Here Are a Few Other Places Mayor Bloomberg Can Point His Shrink Ray
Over the last few days, the flap over Mayor Bloomberg’s absurd attempt to ban sugary drinks deemed too big for anybody’s good has opened up dozens of topics of debate: the slide into a nanny state, how to quell the obesity epidemic, the laughable randomness and futility of this measure, etc, etc.
But the one thing that keeps buzzing around my brain is how, of all of the outsized things in this American life, anyone could land on Big Gulps as Giant-Sized Public Enemy Number One. Sure, to drink more than 16 ounces of sugary juice or soda is bad and all, but I’ve watched dudes at burger joints eat multiple pounds of beef just in order to win an ugly t-shirt, and I regularly see people pound imperial pints, boots and half-liters of beer. And the latter makes them fat and annoying. Not to mention the popularity of the bottomless bread basket at the Olive Garden, the grand tradition of burritos bigger than our heads, and the entire menu at the Cheesecake Factory.
In fact, once one starts thinking about all the things in our life that might benefit from a downsizing, the list easily grows beyond just the obvious food products. A whole lot of our life is stupidly big right now. So why just stop with the Dr. Pepper when I can name a handful of entirely-too-big things right off the top of my head? Starting with …
The King of Prussia Mall: On the upside, you could pretty much burn off that 32-ounce Mountain Dew on your walk from the Urban Outfitters to the Build-A-Bear. But like my pal Michael points out, “you basically need a sherpa to do it.” The test of a good mall isn’t the ability to see it from outer space, KOP—and it shouldn’t take me less time driving there (from Center City) than it does to track down the Banana Republic.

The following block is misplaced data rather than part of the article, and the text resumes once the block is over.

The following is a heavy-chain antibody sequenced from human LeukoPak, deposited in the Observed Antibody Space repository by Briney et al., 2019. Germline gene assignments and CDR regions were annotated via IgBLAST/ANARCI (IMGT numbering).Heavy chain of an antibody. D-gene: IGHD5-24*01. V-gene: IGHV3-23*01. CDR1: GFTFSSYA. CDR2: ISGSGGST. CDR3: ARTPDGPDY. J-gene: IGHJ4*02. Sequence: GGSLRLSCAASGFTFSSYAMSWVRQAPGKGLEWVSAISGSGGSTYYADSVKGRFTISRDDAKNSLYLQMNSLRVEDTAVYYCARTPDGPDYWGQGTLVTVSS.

Suburban cineplexes: Twenty movie theaters filled to the brim with thousands of movie-goers is great. Until you get to the popcorn or—heaven help you—the ladies’ bathroom lines.
Wegmans: What the urban grocery stores lack in space, the suburban ones obviously want to make up for. Especially, it would seem, the various Wegman’s: One Philly Magger looking for egg whites at the Collegeville outpost once got lost in the Reidel champagne-glass section and found herself a nice living room rug before she left without the egg whites, which she never found. And the new KOP Wegmans? At 123,000 square feet? With a market that seats more diners than most restaurants? This size thing is starting to feel a little Freudian or something, Wegmans.
One-third of the vehicles on the Schuylkill: Wait, aren’t we supposed to be reducing our carbon footprint? What gives, Hummers?
Famous Fourth’s sandwiches: You pay $16 for enough corned beef to choke a water buffalo (if water buffalo ate beef, which would be so wrong). Split it with a pal and it’s still too much meat, by half. Yeah, yeah … I know the size here is the schtick, but when there are underfed Philly folks just outside on the street, it seems a rather cruel sort of gimmick, no? Waste on this level—or, God forbid, gluttony—maybe should be illegal.